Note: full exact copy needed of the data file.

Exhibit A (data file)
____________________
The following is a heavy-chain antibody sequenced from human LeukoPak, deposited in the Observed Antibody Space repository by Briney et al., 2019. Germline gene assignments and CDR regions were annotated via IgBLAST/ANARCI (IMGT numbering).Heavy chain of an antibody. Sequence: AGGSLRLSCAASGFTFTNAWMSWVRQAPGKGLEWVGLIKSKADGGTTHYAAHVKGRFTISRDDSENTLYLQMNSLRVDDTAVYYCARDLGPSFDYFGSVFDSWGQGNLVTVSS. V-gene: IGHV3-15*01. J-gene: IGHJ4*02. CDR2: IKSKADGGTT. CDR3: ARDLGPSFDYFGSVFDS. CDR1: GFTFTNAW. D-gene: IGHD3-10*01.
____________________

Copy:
The following is a heavy-chain antibody sequenced from human LeukoPak, deposited in the Observed Antibody Space repository by Briney et al., 2019. Germline gene assignments and CDR regions were annotated via IgBLAST/ANARCI (IMGT numbering).Heavy chain of an antibody. Sequence: AGGSLRLSCAASGFTFTNAWMSWVRQAPGKGLEWVGLIKSKADGGTTHYAAHVKGRFTISRDDSENTLYLQMNSLRVDDTAVYYCARDLGPSFDYFGSVFDSWGQGNLVTVSS. V-gene: IGHV3-15*01. J-gene: IGHJ4*02. CDR2: IKSKADGGTT. CDR3: ARDLGPSFDYFGSVFDS. CDR1: GFTFTNAW. D-gene: IGHD3-10*01.